When I was in the hospital a nurse came in and handed me information on living with heart disease. I remember thinking I had a heart attack, I don't have heart disease. The two were in no way mutually exclusive in my mind. What a sheltered world I lived in, huh? I had never been really sick with much more than strep throat or the occasional flu. Carolyn over at Heart Sisters wrote about this phenomenon in her post ‘Healthy Privilege’ – when you just can’t imagine being sick. I could have never imagined this. This was something that happened to other people, not me.
I am in the CCU which I can't believe in the first place, and I know I am looking stunned while this nurse is trying to go over this information with me. As if I had not reached illness overload already I could hardly digest that she was telling me I now had a lifelong chronic illness. (See Post Heart Attack Stun). In my mind heart disease was for old people. Let me tell you that 42 feels really young when you are talking about heart disease and heart attacks. A heart attack was a one time thing; it was over and now I am well and I go home. Wrong--now I go home and take a lifelong regimen of cardiac medications including an anticoagulant, a beta blocker, a statin drug and aspirin. Now I go home and decide how this defines my life.
I came home and decided this was indeed going to define my life and that it would play a large part in defining my life. I was pissed as hell that this had happened to me. I was pissed that it had ruined my 'healthy privilege' as Carolyn calls it. So, never one to sit idle I posted it on Facebook a couple days after I returned home. Even some of my closest friends did not know when I decided to put it out for the world. After working through a whole lot of anger and an extreme fear of dying pretty publicly, I've never looked back. I shout survivor to whoever will listen. If you give me more than two minutes of your time you will know that heart disease can affect you and not just affect you but kill you. Even if you don't give me a full two minutes I will still tell you I am a survivor. I will tell you over and over and I don't care if you get sick of it. Why? Because it will stick with one person and they will call an ambulance when they need to--maybe it will be you.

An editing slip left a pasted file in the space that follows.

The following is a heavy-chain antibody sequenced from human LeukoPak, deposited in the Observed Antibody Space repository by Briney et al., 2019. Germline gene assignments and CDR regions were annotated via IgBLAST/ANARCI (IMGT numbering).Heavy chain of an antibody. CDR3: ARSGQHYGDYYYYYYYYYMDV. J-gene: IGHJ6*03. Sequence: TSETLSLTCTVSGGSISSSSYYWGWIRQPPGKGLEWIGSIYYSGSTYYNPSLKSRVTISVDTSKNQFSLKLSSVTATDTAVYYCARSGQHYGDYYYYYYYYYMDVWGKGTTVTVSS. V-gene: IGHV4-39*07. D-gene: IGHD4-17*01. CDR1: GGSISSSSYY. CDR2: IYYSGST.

I have a friend that had a heart attack two years before I did and still to this day her friends do not know. She has a hard time with the word survivor. Hers was not massive, but something she found out about after the fact. She is ashamed she didn't know and ashamed that she let her health get bad enough that she had a heart attack. The funny thing, she can tell complete strangers but she is ashamed to tell those that she knows. I told her to hang on to her hat, I'll make sure she gets comfortable with the term survivor (I know you are reading this girl--you'll get there!) Not to say I haven't had my struggles with this journey but overall I think I've done pretty well.
I think what this shows is there is no right or wrong way to react to a heart attack. Really there is no right or wrong way to react to any serious diagnosis. Each person has to work through the journey their own way. So, if you are new here and you have found me because you are searching the net to find information after your own heart attack, just know that you will settle in. I know the feeling of fear you are experiencing and I know you are pissed that you now have a lifelong chronic illness. I have met enough people that have been through this and everyone handles it differently. Every emotion is valid.